Academic journal article Journal of Psychology and Christianity

Essential Biblical Assumptions about Human Nature: A Modest Proposal

Academic journal article Journal of Psychology and Christianity

Essential Biblical Assumptions about Human Nature: A Modest Proposal

Article excerpt

A review of the literature discussing the state of human nature by Christian mental health professionals indicates there has been ample discussion, but the content suffers either a paucity of breadth, depth, or economy. In response, the author proposes an alternative, a compendium of seven essential biblical assumptions. This collection provides a fundamental level of description of humanness derived from God's three major actions - creation, redemption, and sanctification - toward humankind and balances both comprehensiveness and parsimony. Each assumption is discussed with important implications highlighted. Limitations of this proposal and its potential contributions are delineated.

Human nature refers to the "essential features of human beings" (Pasnau, 2002, p. 2). It is regarded as the basic design or the common characteristics present in all humans differentiating them from other organisms in the universe (Kaplan, 1977).

Throughout the history of psychology, mental health professionals have generated theories that not only imply the existence of human nature, but also formulate some specifications about its contents (Buss, 1999). Each theory reveals the author's assumptions or control beliefs about personhood and competes for attention.

But, who is man or woman in the sight of God? What defining features about the human condition has God revealed in Scripture? Specifically, which biblically-derived traits collectively provide a fundamental level of description of humanness that is both comprehensive and parsimonious? Furthermore, what compendium of assumptions is most essential to Christian mental health professionals for comprehending, evaluating, and developing psychological theories?

Over the past four decades, Christian mental health professionals have addressed the question "What is a human being?" from a biblical perspective. A review of the literature reveals there has been ample discussion that is both diverse and spirited. Often-discussed aspects of human nature include constitutional models, state traits (e.g., fallenness), agency, and functional capacities (e.g., rationality, morality).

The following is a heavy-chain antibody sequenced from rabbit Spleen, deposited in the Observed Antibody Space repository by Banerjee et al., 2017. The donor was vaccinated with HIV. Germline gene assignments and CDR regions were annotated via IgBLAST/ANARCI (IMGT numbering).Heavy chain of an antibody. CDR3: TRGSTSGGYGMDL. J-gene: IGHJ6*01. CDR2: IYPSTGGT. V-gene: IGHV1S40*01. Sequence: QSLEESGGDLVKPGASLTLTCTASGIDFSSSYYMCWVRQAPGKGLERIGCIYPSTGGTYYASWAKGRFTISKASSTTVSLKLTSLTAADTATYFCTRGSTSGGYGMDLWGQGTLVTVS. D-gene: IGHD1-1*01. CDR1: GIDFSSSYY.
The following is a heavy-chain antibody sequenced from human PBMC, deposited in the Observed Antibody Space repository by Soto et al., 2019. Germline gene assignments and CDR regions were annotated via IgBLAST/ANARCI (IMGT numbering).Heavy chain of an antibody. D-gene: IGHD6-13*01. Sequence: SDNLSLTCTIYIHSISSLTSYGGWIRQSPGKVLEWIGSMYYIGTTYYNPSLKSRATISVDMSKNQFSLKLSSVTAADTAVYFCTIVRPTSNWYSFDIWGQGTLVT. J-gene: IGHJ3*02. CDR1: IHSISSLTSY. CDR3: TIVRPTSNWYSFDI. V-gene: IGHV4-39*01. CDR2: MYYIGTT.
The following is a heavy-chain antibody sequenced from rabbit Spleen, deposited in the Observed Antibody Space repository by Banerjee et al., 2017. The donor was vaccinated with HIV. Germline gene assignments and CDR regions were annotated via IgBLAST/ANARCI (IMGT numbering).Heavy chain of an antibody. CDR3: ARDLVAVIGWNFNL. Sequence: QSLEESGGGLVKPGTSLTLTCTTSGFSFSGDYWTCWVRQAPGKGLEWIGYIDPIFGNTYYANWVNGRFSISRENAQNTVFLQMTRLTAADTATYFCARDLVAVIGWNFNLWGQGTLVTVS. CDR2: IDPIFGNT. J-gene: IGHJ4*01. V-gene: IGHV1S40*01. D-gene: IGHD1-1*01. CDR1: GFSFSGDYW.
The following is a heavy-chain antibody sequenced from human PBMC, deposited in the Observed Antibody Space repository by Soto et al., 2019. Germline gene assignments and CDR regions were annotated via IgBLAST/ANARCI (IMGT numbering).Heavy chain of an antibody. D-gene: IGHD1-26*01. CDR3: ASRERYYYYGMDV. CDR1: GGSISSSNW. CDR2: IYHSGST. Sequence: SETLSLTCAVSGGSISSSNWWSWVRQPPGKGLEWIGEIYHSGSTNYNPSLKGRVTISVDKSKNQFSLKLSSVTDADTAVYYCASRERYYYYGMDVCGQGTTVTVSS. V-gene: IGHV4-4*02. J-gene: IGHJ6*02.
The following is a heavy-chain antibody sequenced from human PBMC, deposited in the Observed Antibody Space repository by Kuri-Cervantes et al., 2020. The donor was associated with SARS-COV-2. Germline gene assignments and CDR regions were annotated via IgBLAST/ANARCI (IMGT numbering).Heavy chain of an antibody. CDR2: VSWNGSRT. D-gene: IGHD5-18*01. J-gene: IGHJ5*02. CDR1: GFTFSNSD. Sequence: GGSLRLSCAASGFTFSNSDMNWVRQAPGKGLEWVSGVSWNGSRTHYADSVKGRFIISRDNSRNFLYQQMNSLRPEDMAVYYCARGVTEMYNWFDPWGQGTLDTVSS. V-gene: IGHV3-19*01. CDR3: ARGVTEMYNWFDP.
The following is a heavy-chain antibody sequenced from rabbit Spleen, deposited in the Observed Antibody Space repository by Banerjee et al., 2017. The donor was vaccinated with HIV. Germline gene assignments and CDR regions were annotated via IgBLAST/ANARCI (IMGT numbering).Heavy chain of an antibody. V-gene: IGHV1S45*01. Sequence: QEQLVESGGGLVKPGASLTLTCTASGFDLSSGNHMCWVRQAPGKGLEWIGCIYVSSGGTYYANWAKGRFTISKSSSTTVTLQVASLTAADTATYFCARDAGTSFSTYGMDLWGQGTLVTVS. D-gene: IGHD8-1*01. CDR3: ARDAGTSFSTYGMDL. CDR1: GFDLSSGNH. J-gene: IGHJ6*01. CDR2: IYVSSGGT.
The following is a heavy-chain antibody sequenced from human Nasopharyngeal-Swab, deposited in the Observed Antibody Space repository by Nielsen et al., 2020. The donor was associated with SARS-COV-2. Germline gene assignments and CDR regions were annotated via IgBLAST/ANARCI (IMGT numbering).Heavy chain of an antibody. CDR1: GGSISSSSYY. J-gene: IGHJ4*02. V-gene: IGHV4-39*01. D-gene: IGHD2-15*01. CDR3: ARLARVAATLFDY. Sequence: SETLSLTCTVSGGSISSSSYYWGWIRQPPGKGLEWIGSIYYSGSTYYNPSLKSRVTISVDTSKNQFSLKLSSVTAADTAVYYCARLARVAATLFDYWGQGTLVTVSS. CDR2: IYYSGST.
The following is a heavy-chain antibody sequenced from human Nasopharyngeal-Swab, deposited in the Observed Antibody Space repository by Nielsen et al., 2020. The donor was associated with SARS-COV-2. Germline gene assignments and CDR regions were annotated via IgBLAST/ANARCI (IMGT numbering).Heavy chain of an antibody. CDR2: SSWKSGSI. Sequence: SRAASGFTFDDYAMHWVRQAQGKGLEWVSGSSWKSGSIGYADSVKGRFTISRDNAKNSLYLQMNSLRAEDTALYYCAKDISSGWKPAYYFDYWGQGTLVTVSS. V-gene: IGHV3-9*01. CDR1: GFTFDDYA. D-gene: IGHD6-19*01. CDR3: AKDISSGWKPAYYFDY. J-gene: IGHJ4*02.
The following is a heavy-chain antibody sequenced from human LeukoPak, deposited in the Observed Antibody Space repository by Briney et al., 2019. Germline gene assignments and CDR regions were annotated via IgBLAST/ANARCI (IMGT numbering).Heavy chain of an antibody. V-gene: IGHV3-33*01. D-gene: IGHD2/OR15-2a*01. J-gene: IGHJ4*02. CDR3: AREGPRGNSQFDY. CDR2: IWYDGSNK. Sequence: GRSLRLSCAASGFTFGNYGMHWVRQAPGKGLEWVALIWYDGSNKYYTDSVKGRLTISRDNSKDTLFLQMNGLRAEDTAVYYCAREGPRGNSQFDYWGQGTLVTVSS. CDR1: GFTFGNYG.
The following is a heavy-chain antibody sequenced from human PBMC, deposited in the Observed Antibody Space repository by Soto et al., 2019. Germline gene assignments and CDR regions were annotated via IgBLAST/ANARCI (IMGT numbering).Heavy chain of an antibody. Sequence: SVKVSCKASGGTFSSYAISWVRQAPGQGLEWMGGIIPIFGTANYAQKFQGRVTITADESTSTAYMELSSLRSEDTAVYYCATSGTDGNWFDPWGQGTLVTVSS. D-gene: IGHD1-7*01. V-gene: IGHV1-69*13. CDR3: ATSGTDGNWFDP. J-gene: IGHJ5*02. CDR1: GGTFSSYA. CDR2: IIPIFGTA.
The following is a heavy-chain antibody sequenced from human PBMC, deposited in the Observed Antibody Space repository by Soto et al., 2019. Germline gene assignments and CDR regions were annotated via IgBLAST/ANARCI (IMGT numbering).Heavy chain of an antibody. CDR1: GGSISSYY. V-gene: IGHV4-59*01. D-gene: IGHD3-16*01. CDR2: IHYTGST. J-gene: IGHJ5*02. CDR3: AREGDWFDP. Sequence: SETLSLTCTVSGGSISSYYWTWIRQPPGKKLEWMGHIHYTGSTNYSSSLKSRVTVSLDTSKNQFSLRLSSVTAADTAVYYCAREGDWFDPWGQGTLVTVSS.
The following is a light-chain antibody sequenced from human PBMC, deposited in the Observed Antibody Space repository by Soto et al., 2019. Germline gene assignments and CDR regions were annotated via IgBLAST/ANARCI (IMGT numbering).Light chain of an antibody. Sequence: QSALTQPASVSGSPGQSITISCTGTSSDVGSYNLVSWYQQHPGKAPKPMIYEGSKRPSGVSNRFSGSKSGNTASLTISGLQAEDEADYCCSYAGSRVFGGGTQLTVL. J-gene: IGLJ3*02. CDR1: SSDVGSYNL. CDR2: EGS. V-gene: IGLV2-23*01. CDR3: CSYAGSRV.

State traits, the facet of human nature pertinent to this article, refer to the condition of humans prior to the imposition of social or environmental influences (Grohol, 2005; Schultz & Schultz, 2001). They are innate dimensions of personhood. Several features related to the state of human nature have been discussed in the literature. These include creatureliness (Cloud & Townsend, 1992; Crabb, 1987; Jones & Butman, 1991; Kirwan, 1984; Mavis, 1964), being an imager of God (Collins, 1977, 1988; Entwistle, 2004; Jeeves, 1997; Vitz, 1987), fallenness or an innate sin nature (Beck, 1999; Ellens, 1989; Johnson, 1987; Kotesky, 1980; Meier, Minirth, & Wichern, 1982; Menninger, 1973; Westphal, 1987), a transcendent drive (Benner, 1981; Benner & Palmer, 1986), and dominion, sociability, sexuality, and dignity (Kirwan, 1984; Van Leeuwen, 1985, 2002). Other mentioned characteristics relevant to human nature include persons being redeemed or converted (Beck, 1999; Briggs, 1987; Hiltner, 1989; Jones & Butman, 1991), being indwelt by the Holy Spirit (Farnsworth, 1985; Ridgway, 1983), being an instrument of righteousness (Beck, 1999), and experiencing the sanctification process (Ridgway, 1983).

However, there are noticeable gaps in this literature base. First, most discussions lack breadth. Authors do not connect state traits together into a comprehensive model, but commonly address only one to three core characteristics. Moreover, the frequently mentioned traits are rarely derived from all three of God's major works-creation, redemption, and sanctification-toward humankind (Oden, 1998). Second, the content on the state traits is underdeveloped, even superficial in many instances. Authors appear to assume their readers have sufficient knowledge about the assumptions. Third, the few inclusive and thorough discussions lack parsimony. …

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